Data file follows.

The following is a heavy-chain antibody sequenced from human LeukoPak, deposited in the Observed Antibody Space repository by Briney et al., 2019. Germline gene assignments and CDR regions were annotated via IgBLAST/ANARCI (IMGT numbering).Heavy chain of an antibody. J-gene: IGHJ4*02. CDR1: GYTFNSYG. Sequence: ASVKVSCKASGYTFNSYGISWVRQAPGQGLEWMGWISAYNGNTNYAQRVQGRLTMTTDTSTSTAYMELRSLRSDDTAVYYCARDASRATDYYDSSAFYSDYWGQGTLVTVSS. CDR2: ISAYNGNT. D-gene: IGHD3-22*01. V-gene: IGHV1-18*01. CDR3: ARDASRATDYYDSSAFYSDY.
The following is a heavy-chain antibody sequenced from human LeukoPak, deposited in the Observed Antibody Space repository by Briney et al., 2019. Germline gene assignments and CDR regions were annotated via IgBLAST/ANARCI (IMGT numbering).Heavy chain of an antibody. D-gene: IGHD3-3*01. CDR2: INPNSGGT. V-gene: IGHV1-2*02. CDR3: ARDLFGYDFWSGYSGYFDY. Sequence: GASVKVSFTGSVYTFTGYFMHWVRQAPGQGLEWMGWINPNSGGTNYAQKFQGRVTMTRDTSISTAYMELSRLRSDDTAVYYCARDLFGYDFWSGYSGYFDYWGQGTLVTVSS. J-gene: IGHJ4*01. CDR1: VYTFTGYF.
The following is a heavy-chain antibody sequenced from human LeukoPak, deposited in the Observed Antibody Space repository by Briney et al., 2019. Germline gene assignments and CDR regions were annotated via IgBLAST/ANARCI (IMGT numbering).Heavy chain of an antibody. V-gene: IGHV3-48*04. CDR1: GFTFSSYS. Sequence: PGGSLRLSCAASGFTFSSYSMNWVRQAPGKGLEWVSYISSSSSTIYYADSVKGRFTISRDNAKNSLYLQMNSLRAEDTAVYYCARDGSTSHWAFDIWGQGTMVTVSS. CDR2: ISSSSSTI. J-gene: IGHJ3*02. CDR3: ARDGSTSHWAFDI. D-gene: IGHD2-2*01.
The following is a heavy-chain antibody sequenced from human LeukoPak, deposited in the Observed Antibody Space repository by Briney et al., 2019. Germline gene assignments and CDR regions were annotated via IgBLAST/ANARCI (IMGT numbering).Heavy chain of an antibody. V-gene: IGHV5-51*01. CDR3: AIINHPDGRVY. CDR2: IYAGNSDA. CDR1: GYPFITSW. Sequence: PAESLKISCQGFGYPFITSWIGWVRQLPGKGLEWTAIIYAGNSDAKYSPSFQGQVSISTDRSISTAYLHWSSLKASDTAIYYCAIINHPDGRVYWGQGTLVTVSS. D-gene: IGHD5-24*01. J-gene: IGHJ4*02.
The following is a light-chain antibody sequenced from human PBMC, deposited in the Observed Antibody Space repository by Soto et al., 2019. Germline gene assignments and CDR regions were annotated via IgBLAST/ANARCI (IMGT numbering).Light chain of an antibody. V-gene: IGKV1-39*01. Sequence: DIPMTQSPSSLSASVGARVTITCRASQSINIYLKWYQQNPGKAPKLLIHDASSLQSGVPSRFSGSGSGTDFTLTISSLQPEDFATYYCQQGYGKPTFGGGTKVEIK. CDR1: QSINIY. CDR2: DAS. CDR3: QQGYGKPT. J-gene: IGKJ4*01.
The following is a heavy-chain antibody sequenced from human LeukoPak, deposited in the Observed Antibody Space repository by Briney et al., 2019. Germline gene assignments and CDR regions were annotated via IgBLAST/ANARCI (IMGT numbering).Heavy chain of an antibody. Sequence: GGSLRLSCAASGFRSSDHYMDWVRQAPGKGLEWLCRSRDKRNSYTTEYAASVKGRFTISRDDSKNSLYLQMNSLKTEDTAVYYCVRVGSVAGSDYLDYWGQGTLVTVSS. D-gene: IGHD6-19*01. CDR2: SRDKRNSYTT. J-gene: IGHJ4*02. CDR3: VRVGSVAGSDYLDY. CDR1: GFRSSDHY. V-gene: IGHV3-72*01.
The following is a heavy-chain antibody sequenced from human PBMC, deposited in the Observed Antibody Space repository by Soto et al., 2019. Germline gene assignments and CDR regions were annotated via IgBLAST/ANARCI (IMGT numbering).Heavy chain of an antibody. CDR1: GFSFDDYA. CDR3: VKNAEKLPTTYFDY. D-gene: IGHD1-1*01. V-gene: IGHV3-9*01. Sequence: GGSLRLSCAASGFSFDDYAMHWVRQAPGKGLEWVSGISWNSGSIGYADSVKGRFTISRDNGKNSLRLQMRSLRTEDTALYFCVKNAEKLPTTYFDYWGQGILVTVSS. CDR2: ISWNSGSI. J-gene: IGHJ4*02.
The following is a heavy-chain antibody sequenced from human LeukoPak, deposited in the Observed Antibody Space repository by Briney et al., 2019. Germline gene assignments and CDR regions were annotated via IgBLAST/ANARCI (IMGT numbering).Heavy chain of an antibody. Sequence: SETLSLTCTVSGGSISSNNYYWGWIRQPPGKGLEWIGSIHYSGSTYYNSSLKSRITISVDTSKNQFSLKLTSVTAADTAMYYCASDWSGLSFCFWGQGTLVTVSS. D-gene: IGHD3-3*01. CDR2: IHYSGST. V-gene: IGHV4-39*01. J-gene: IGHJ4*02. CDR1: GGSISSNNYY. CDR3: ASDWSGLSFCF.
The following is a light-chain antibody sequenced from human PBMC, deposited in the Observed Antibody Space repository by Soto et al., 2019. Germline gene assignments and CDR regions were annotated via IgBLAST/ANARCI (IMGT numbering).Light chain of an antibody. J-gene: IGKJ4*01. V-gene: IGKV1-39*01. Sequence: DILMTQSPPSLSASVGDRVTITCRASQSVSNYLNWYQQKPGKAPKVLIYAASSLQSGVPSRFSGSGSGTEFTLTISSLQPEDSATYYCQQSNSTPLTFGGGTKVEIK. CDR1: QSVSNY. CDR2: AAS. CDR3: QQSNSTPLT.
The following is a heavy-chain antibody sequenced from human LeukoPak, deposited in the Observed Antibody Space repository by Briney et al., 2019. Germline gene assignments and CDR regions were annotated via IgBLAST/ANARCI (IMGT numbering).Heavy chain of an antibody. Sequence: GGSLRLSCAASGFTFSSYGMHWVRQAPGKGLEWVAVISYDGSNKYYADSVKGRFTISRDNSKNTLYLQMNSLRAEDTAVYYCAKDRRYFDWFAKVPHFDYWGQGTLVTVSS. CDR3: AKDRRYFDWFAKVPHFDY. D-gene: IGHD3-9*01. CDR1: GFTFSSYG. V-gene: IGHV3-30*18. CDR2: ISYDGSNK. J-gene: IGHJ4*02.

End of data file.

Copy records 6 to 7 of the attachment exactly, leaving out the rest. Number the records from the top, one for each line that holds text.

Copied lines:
The following is a heavy-chain antibody sequenced from human LeukoPak, deposited in the Observed Antibody Space repository by Briney et al., 2019. Germline gene assignments and CDR regions were annotated via IgBLAST/ANARCI (IMGT numbering).Heavy chain of an antibody. Sequence: GGSLRLSCAASGFRSSDHYMDWVRQAPGKGLEWLCRSRDKRNSYTTEYAASVKGRFTISRDDSKNSLYLQMNSLKTEDTAVYYCVRVGSVAGSDYLDYWGQGTLVTVSS. D-gene: IGHD6-19*01. CDR2: SRDKRNSYTT. J-gene: IGHJ4*02. CDR3: VRVGSVAGSDYLDY. CDR1: GFRSSDHY. V-gene: IGHV3-72*01.
The following is a heavy-chain antibody sequenced from human PBMC, deposited in the Observed Antibody Space repository by Soto et al., 2019. Germline gene assignments and CDR regions were annotated via IgBLAST/ANARCI (IMGT numbering).Heavy chain of an antibody. CDR1: GFSFDDYA. CDR3: VKNAEKLPTTYFDY. D-gene: IGHD1-1*01. V-gene: IGHV3-9*01. Sequence: GGSLRLSCAASGFSFDDYAMHWVRQAPGKGLEWVSGISWNSGSIGYADSVKGRFTISRDNGKNSLRLQMRSLRTEDTALYFCVKNAEKLPTTYFDYWGQGILVTVSS. CDR2: ISWNSGSI. J-gene: IGHJ4*02.